Fruits and Vegetables When I was buying my produce at a warehouse grocery store I realized that about a third of my fruit was rotting before it ever ripened. And a lot of it just didn't taste that good. I lived in Santa Cruz one summer and was astounded at how they would plant one crop after another in a field. The soil is depleted of nutrients, which means the farmers have to dump large quantities of commercial fertilizer in the soil, followed by synthetic pesticides, some of which end up in the finished product. Natural, time honored farming methods, such as crop rotation, fallowing, composting, and companion planting have fallen out of use in favor of bigger produce, faster growth time, and more, more, more. And fruit that you think is fresh, like apples in the fall, have probably been sitting for over a year. Because they store well they're packed into large containers, vacuum sealed, and stored in a climate controlled warehouse. If a piece of fruit starts losing nutrients the moment it's picked then I really have to wonder if there's much good left in this stuff by the time it hits the grocery store shelves. No wonder they coat it with wax to make it look pretty and shiny. Has anyone else noticed that fruit doesn't taste as good as it used to? When we started getting our produce through an organic co-op we were incredulous- it tasted SO much better! Unfortunately organic produce tends to be expensive, but if you can find a co-op, or start one, or become a CSA member of a local farm it's a good way to go. Another problem is that organic certification is very expensive which makes it hard for many small farms who use traditional farming methods. Here's a link that gives some good information on which produce is safest as far as pesticide contamination.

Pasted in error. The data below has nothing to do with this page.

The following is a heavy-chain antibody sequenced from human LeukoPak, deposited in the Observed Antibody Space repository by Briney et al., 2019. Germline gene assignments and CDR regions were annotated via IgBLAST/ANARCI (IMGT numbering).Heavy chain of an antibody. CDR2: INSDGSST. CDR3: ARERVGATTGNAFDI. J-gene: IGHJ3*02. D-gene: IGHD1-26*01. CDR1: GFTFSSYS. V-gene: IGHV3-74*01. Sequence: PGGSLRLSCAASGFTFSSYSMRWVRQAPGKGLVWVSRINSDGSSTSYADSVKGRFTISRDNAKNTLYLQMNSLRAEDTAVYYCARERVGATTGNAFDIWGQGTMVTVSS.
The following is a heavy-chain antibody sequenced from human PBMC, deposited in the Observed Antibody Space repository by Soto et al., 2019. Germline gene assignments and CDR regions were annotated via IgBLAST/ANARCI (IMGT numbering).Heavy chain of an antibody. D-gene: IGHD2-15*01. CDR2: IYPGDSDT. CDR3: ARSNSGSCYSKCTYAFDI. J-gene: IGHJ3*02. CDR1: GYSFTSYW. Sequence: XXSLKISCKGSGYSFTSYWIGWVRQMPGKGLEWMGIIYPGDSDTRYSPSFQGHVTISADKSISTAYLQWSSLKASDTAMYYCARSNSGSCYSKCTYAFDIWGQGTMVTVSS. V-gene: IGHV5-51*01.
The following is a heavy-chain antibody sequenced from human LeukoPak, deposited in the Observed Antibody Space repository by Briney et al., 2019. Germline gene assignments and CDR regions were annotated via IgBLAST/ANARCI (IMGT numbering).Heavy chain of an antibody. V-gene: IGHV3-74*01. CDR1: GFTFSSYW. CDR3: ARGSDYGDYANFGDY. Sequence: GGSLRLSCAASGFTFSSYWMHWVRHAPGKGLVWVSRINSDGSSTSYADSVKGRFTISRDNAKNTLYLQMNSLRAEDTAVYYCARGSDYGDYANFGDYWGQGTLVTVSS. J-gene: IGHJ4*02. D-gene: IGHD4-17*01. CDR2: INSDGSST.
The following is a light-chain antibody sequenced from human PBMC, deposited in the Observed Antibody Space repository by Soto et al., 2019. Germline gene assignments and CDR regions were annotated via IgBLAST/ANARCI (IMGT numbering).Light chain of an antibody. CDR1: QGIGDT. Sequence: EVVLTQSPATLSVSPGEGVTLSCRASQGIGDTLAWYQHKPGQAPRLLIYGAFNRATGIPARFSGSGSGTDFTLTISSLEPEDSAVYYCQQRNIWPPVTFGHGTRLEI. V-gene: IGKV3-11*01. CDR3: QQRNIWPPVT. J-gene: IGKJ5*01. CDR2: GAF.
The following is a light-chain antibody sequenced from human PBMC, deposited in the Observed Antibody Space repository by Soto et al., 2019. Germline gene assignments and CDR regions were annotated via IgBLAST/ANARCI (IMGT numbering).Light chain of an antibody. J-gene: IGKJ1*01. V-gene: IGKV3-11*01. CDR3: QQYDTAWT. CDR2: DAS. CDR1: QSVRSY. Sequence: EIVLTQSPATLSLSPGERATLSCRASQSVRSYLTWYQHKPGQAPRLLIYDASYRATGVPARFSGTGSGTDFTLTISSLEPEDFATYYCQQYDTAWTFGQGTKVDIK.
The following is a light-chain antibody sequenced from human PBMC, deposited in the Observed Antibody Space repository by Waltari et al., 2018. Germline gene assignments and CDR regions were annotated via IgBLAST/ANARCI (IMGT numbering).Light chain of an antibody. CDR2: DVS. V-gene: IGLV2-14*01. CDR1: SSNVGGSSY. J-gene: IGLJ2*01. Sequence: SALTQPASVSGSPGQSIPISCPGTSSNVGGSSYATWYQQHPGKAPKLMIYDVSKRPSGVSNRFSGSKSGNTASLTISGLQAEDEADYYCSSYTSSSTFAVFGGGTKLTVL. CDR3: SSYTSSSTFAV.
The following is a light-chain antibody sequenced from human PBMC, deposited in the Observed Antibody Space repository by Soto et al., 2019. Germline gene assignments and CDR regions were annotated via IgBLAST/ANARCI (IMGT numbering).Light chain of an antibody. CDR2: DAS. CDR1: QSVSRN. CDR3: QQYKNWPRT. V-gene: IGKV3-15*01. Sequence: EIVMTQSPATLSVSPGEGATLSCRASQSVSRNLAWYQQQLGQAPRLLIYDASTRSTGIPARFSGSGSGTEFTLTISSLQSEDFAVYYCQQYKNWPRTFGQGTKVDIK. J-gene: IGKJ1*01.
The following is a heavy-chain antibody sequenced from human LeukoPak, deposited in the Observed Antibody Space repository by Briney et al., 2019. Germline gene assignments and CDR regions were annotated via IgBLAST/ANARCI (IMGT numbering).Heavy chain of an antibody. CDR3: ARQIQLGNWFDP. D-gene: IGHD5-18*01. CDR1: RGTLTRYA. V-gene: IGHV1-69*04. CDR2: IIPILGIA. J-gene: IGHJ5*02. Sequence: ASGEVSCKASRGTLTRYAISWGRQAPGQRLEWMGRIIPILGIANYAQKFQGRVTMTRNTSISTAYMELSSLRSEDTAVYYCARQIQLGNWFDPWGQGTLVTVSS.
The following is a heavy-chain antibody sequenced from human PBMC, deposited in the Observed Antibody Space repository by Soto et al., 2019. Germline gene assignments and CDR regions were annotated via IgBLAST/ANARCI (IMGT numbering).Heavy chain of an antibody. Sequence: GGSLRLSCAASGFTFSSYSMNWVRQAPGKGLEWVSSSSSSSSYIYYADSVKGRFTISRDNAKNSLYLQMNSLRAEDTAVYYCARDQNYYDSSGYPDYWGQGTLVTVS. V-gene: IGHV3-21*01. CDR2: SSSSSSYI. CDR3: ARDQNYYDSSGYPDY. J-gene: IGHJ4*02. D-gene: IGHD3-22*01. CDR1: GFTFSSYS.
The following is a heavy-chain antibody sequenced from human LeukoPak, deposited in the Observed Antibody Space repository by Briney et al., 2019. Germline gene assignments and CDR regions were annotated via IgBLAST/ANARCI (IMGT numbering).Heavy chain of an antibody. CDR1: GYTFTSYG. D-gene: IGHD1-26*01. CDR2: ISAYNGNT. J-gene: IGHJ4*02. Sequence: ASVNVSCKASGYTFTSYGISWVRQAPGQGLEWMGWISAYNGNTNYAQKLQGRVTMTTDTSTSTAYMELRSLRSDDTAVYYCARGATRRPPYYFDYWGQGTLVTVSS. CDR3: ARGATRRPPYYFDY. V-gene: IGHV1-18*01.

Okay, I think I'm almost done. I could go on. (And on and on!) Why is it so hard to just buy normal, natural food anymore? Why is it that to actually find something that hasn't been severely tampered with costs so much more money? Why aren't more people questioning the "norm" which is really not "normal" at all? Why is the FDA doing nothing to protect what is actually good, normal, and safe for our bodies? Oh, maybe it's because they're just the puppet of the pharmaceutical industry. And if we could actually get food that would help us to be healthy, then we wouldn't need to spend *billions* of dollars each year on medications and drugs and doctor visits and surgeries. Maybe a lot of the diseases rampant in our country would become virtually unheard of again and we would enjoy longer, healthier lives.